Heat-map of cultural attractions in southern NH
I started thinking why this was. What is it about this town, this area, this region, or this state that no one has either thought of, or has been denied the opportunity to, open similar establishments? One logical answer is that no one has, in fact, thought of it. But, show of hands: who among the geeks reading this (if anyone) hasn’t thought about a public place where geeks and family can hang out, maybe get something to eat, and play or buy a game? How about a themed bar? We’re drowning in sports-themed bars up here, and some (oh gawd why) nautical themed establishments, but that’s about it. Everything else is either kid oriented, or is straining the limits of credibility in trying to pass themselves off as a culturally relevant establishment for discerning adults. I can’t believe that I’m the only person in a 100 mile radius who would love to have something like this.
“Ohhh….who dines in a shithole under the sea?”
A second possible answer is just apathy. Southern NH is an ultra bedroom community. We’re also in the center of New England. As much as I’d like to dispel the stereotype of NEer’s being rather…insular, I can’t. We just don’t care to talk to one another, and we’re all pretty much wrapped up in our own fiefdoms to give a shit about anyone else — unless someone else is encroaching on what we consider to be “ours”: our land, our views of the sky, our right to stuff 500 holiday-themed lawn ornaments onto our lawn from October to August. I’d be willing to bet that the few non-chain restaurants we have in our sphere were started by people not from this area. Everyone else is pretty much content with the basics, which would explain why we have chain-everything coming out our ears. We seem to be OK with “good enough”, but not culturally aware to the level where we demand better. We’ll take it if someone wants to offer it to us, but going out of our way to make something happen that exceeds that bare minimum? Nope.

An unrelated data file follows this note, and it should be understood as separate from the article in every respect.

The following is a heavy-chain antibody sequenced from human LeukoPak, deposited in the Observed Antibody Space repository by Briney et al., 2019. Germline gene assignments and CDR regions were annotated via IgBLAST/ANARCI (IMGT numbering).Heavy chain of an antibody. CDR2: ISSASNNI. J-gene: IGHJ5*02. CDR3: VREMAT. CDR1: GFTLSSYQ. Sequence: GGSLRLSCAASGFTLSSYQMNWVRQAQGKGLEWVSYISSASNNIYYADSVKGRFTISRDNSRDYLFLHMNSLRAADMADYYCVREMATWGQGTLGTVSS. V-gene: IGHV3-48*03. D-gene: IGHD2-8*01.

“I know I should care, but I just don’t care enough to care.”
A third possible answer — and one that I think kind of overshadows the others, but doesn’t preclude them — is that this is a state of cranky-ass old people. When I was growing up, I knew a lot of kids who were always itching to “get out”. Mind you, we’re not farm country; Nashua, Manchester, Concord, and Portsmouth combined can offer people a lot of things to do, if you have a car and the time to travel. But as teenagers a lot of those places are still out of reach. People always hated being in NH and thought that being elsewhere — anywhere — was a better deal. Now that I’m older I can see how the sausage is made, and the people making decisions here in NH aren’t at all interested in focusing on the needs or wants of the very people they worry about losing. NH is aging, which means that those who stay here are increasingly worried about themselves and their own amenities, even to the exclusion of consideration of amenities that could reverse the aging population trend. I used to live in a town called Hillsboro, which was at the foot of our mountain country, and their downtown was decrepit. Buildings with peeling paint, abandoned buildings, you name it. There were two restaurants, one Burger King, two pissant little grocery stores, and a gas station. But there were several buildings that…I can’t even remember if they were occupied. It had a lot of potential though. It was the perfect town to have attracted a class of people who wanted to be in between the outdoor activities of the North Country, and the “civilization” of the southern tier of the state, if only they could dress up the town to make it somewhat attractive to that young, affluent, active kind of people. But nope, the town council wanted nothing to do with those kinds of ideas. Their downtown was “historic”, and they’d rather see it rot with history than do anything that they felt might bury the past for a shot at the future.